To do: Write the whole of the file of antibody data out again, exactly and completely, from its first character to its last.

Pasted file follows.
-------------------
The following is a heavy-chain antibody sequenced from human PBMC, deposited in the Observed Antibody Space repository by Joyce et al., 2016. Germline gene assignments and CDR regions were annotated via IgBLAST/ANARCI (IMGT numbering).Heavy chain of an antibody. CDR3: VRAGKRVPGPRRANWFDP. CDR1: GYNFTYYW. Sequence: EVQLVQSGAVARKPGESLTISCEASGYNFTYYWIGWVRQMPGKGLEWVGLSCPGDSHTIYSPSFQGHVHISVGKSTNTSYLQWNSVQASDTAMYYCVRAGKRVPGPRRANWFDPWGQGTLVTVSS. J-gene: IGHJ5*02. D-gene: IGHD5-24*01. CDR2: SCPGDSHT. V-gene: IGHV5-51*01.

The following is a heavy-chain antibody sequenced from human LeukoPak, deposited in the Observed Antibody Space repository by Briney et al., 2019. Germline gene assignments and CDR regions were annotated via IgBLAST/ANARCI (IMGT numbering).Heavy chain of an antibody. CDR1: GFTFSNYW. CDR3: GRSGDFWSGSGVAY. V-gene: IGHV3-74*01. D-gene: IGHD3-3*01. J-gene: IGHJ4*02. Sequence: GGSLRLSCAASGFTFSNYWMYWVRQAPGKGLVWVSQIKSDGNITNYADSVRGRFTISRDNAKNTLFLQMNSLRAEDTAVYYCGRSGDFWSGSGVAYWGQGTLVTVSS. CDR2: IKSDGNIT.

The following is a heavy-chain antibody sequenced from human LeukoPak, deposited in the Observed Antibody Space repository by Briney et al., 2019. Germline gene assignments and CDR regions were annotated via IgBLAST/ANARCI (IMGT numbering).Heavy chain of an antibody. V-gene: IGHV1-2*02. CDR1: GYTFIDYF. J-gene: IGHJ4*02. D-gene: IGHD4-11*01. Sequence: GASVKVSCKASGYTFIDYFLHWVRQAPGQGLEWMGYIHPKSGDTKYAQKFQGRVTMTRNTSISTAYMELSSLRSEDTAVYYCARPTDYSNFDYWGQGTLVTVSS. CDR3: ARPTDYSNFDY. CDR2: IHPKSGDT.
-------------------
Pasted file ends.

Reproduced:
The following is a heavy-chain antibody sequenced from human PBMC, deposited in the Observed Antibody Space repository by Joyce et al., 2016. Germline gene assignments and CDR regions were annotated via IgBLAST/ANARCI (IMGT numbering).Heavy chain of an antibody. CDR3: VRAGKRVPGPRRANWFDP. CDR1: GYNFTYYW. Sequence: EVQLVQSGAVARKPGESLTISCEASGYNFTYYWIGWVRQMPGKGLEWVGLSCPGDSHTIYSPSFQGHVHISVGKSTNTSYLQWNSVQASDTAMYYCVRAGKRVPGPRRANWFDPWGQGTLVTVSS. J-gene: IGHJ5*02. D-gene: IGHD5-24*01. CDR2: SCPGDSHT. V-gene: IGHV5-51*01.

The following is a heavy-chain antibody sequenced from human LeukoPak, deposited in the Observed Antibody Space repository by Briney et al., 2019. Germline gene assignments and CDR regions were annotated via IgBLAST/ANARCI (IMGT numbering).Heavy chain of an antibody. CDR1: GFTFSNYW. CDR3: GRSGDFWSGSGVAY. V-gene: IGHV3-74*01. D-gene: IGHD3-3*01. J-gene: IGHJ4*02. Sequence: GGSLRLSCAASGFTFSNYWMYWVRQAPGKGLVWVSQIKSDGNITNYADSVRGRFTISRDNAKNTLFLQMNSLRAEDTAVYYCGRSGDFWSGSGVAYWGQGTLVTVSS. CDR2: IKSDGNIT.

The following is a heavy-chain antibody sequenced from human LeukoPak, deposited in the Observed Antibody Space repository by Briney et al., 2019. Germline gene assignments and CDR regions were annotated via IgBLAST/ANARCI (IMGT numbering).Heavy chain of an antibody. V-gene: IGHV1-2*02. CDR1: GYTFIDYF. J-gene: IGHJ4*02. D-gene: IGHD4-11*01. Sequence: GASVKVSCKASGYTFIDYFLHWVRQAPGQGLEWMGYIHPKSGDTKYAQKFQGRVTMTRNTSISTAYMELSSLRSEDTAVYYCARPTDYSNFDYWGQGTLVTVSS. CDR3: ARPTDYSNFDY. CDR2: IHPKSGDT.